Banknotes issued between 1990 and October 2003, along with a 25-dinars note issued in 1986, bear an idealized engraving of former Iraqi President Saddam Hussein. Following the 1991 Gulf War, Iraq's currency was printed both locally and in China, using poor grade wood pulp paper (rather than cotton or linen) and inferior quality lithography (some notes were reputedly printed on presses designed for printing newspapers).

Counterfeited banknotes often appeared to be of better quality than real notes. Despite the collapse in the value of the Iraqi dinar, the highest denomination printed until 2002 was 250 dinars. In 2002, the Central Bank of Iraq issued a 10,000-dinars banknote to be used for "larger, and inter-bank transactions". This note was rarely accepted in practice due to fears of looting and counterfeiting. This forced people to carry around stacks of 250-dinars notes for everyday use. The other, smaller bills were so worthless that they largely fell into disuse. This situation meant that Iraq, for the most part, had only one denomination of banknote in wide circulation.

Currency printed before the Gulf War was often called the Swiss dinar. It got its name from the Swiss printing technology that produced banknotes of a considerably higher quality than those later produced under the economic sanctions that were imposed after the first Gulf War. After a change-over period, this currency was disendorsed by the Iraqi government. However, this old currency still circulated in the Kurdish regions of Iraq until it was replaced with the new dinar after the second Gulf War. During this time the Swiss dinar retained its value, whilst the new currency consistently lost value (sometimes at 30% per annum).

In 2003, new banknotes were issued consisting of six denominations: 50, 250, 1000, 5000, 10,000, and 25,000 dinar. The notes were similar in design to notes issued by the Central Bank of Iraq in the 1970s and 1980s. A 500 dinars note was issued a year later, in October 2004. In the Kurdish regions of Iraq, the 50 dinar note is not in circulation. All prices are rounded to the nearest 250 dinar.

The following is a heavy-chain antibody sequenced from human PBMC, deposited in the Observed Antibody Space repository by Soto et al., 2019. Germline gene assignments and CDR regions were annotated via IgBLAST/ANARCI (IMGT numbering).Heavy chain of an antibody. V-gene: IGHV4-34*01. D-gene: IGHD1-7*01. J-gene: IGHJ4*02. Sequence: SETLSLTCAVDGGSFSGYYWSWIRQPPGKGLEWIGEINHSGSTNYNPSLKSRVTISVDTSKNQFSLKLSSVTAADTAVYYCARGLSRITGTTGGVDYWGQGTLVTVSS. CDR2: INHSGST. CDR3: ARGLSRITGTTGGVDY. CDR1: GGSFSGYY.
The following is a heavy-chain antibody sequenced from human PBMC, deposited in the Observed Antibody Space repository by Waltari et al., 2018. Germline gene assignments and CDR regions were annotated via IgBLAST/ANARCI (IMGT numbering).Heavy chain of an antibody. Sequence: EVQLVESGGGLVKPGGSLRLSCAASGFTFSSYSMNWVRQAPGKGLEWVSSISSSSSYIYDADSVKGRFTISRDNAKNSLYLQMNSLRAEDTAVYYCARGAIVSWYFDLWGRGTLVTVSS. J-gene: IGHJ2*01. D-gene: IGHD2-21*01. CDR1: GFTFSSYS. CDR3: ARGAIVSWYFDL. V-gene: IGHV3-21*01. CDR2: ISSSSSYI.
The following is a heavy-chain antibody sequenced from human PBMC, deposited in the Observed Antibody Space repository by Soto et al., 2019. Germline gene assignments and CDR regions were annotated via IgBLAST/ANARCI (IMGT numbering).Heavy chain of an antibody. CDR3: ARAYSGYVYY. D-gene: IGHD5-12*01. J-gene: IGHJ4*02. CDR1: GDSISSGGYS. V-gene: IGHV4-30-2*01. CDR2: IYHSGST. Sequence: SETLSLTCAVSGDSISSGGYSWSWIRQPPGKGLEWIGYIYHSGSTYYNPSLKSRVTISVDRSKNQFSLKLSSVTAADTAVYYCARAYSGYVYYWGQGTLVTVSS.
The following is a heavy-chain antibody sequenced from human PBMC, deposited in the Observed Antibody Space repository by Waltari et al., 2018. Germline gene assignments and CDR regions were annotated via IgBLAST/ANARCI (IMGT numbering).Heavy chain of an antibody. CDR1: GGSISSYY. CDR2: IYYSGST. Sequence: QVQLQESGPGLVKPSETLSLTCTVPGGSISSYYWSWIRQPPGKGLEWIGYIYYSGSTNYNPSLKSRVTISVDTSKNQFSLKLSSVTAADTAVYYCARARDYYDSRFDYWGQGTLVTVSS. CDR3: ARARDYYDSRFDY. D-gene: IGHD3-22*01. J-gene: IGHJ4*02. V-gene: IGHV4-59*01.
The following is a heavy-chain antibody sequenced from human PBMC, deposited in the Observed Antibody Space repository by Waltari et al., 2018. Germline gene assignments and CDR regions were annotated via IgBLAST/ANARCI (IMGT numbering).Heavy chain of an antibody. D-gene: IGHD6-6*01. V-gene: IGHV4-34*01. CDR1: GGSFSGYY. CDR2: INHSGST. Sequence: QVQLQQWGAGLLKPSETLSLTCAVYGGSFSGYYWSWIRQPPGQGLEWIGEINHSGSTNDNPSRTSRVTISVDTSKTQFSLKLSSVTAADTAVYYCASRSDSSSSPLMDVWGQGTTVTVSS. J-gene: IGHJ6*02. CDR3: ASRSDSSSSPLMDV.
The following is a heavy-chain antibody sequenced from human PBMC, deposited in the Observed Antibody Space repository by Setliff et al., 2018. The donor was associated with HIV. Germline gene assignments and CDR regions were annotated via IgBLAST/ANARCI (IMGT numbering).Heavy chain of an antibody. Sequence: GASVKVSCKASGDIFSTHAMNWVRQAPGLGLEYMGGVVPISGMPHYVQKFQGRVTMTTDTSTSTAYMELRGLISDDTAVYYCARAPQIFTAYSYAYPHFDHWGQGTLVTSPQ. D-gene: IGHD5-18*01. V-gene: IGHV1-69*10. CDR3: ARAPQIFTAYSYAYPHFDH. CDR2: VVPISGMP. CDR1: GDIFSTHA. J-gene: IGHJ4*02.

Iraqi coins were introduced in 1931 and 1932 in denominations of 1, 2, 4, 10, 20, 50 and 200 fils, with the 200 fils known as a rial. The 20, 50 and 200 fils were minted in silver. In 1953, silver 100 fils coins were introduced.

Following the establishment of the Iraqi Republic, a new series of coins was introduced in denominations of 1, 5, 10, 25, 50 and 100 fils, with the 25, 50 and 100 fils in silver until 1969. In 1970, 250 fils pieces were introduced, followed by 500 fils and 1 dinar coins in 1982. Coin production ceased after 1990.

In 2004, new 25 and 100 dinars coins were introduced by the Coalition Provisional Authority.

Speculation on the new Iraqi dinar
Immediately after the issue of the new Iraqi notes, many schemes appeared promoting speculation in the new Iraqi dinar. These sites advertise heavily on websites and in magazines, selling the new Iraqi currency at a huge mark up. The websites promise profits of up to 1000%, but in fact no currency in history has ever appreciated 1000% against the United States dollar and a currency swing that severe would have negative consequences for Iraq's economy. Investment experts strongly oppose speculation in the Iraqi dinar.

Related Currencies
Indian Rupee: Prior to 1931 Iraq used the Indian rupee as its currency.
Banknotes of India

Page created:     21 March 2007
Last Update:      21 March 2007